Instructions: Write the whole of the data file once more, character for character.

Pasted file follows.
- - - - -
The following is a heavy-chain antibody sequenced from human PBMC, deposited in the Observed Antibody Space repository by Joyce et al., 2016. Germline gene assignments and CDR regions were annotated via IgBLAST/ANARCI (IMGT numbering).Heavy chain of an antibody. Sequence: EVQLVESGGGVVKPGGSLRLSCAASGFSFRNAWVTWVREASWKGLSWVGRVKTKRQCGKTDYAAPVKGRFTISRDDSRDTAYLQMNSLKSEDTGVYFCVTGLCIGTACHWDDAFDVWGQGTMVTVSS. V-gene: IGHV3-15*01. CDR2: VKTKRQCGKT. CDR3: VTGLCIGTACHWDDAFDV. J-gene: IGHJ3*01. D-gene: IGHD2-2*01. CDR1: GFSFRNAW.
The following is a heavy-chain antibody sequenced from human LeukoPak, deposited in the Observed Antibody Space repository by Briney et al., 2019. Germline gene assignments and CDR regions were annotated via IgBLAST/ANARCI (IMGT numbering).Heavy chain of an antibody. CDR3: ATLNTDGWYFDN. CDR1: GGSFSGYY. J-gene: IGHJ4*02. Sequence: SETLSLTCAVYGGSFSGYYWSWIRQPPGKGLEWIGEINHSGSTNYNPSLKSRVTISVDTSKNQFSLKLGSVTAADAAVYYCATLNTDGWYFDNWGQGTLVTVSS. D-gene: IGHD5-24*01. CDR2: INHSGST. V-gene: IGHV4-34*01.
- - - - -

The following is a heavy-chain antibody sequenced from human PBMC, deposited in the Observed Antibody Space repository by Joyce et al., 2016. Germline gene assignments and CDR regions were annotated via IgBLAST/ANARCI (IMGT numbering).Heavy chain of an antibody. Sequence: EVQLVESGGGVVKPGGSLRLSCAASGFSFRNAWVTWVREASWKGLSWVGRVKTKRQCGKTDYAAPVKGRFTISRDDSRDTAYLQMNSLKSEDTGVYFCVTGLCIGTACHWDDAFDVWGQGTMVTVSS. V-gene: IGHV3-15*01. CDR2: VKTKRQCGKT. CDR3: VTGLCIGTACHWDDAFDV. J-gene: IGHJ3*01. D-gene: IGHD2-2*01. CDR1: GFSFRNAW.
The following is a heavy-chain antibody sequenced from human LeukoPak, deposited in the Observed Antibody Space repository by Briney et al., 2019. Germline gene assignments and CDR regions were annotated via IgBLAST/ANARCI (IMGT numbering).Heavy chain of an antibody. CDR3: ATLNTDGWYFDN. CDR1: GGSFSGYY. J-gene: IGHJ4*02. Sequence: SETLSLTCAVYGGSFSGYYWSWIRQPPGKGLEWIGEINHSGSTNYNPSLKSRVTISVDTSKNQFSLKLGSVTAADAAVYYCATLNTDGWYFDNWGQGTLVTVSS. D-gene: IGHD5-24*01. CDR2: INHSGST. V-gene: IGHV4-34*01.